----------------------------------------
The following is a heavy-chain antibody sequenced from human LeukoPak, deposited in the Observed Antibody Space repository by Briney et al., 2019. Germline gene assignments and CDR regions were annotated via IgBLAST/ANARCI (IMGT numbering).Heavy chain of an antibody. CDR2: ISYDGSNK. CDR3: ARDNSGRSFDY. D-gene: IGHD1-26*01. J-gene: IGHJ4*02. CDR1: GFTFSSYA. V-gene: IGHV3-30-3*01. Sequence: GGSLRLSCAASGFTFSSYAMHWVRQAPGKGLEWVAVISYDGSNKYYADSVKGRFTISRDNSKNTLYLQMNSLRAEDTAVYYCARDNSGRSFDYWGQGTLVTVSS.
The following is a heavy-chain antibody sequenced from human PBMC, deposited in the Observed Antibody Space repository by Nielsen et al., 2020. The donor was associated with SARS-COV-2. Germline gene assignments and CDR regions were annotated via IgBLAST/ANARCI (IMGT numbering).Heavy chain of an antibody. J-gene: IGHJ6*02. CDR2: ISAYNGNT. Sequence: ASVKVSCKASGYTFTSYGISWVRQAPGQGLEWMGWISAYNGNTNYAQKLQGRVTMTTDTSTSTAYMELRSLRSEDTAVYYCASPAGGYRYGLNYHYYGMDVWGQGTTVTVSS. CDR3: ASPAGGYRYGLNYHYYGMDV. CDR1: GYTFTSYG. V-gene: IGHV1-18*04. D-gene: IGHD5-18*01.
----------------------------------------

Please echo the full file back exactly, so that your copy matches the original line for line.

The following is a heavy-chain antibody sequenced from human LeukoPak, deposited in the Observed Antibody Space repository by Briney et al., 2019. Germline gene assignments and CDR regions were annotated via IgBLAST/ANARCI (IMGT numbering).Heavy chain of an antibody. CDR2: ISYDGSNK. CDR3: ARDNSGRSFDY. D-gene: IGHD1-26*01. J-gene: IGHJ4*02. CDR1: GFTFSSYA. V-gene: IGHV3-30-3*01. Sequence: GGSLRLSCAASGFTFSSYAMHWVRQAPGKGLEWVAVISYDGSNKYYADSVKGRFTISRDNSKNTLYLQMNSLRAEDTAVYYCARDNSGRSFDYWGQGTLVTVSS.
The following is a heavy-chain antibody sequenced from human PBMC, deposited in the Observed Antibody Space repository by Nielsen et al., 2020. The donor was associated with SARS-COV-2. Germline gene assignments and CDR regions were annotated via IgBLAST/ANARCI (IMGT numbering).Heavy chain of an antibody. J-gene: IGHJ6*02. CDR2: ISAYNGNT. Sequence: ASVKVSCKASGYTFTSYGISWVRQAPGQGLEWMGWISAYNGNTNYAQKLQGRVTMTTDTSTSTAYMELRSLRSEDTAVYYCASPAGGYRYGLNYHYYGMDVWGQGTTVTVSS. CDR3: ASPAGGYRYGLNYHYYGMDV. CDR1: GYTFTSYG. V-gene: IGHV1-18*04. D-gene: IGHD5-18*01.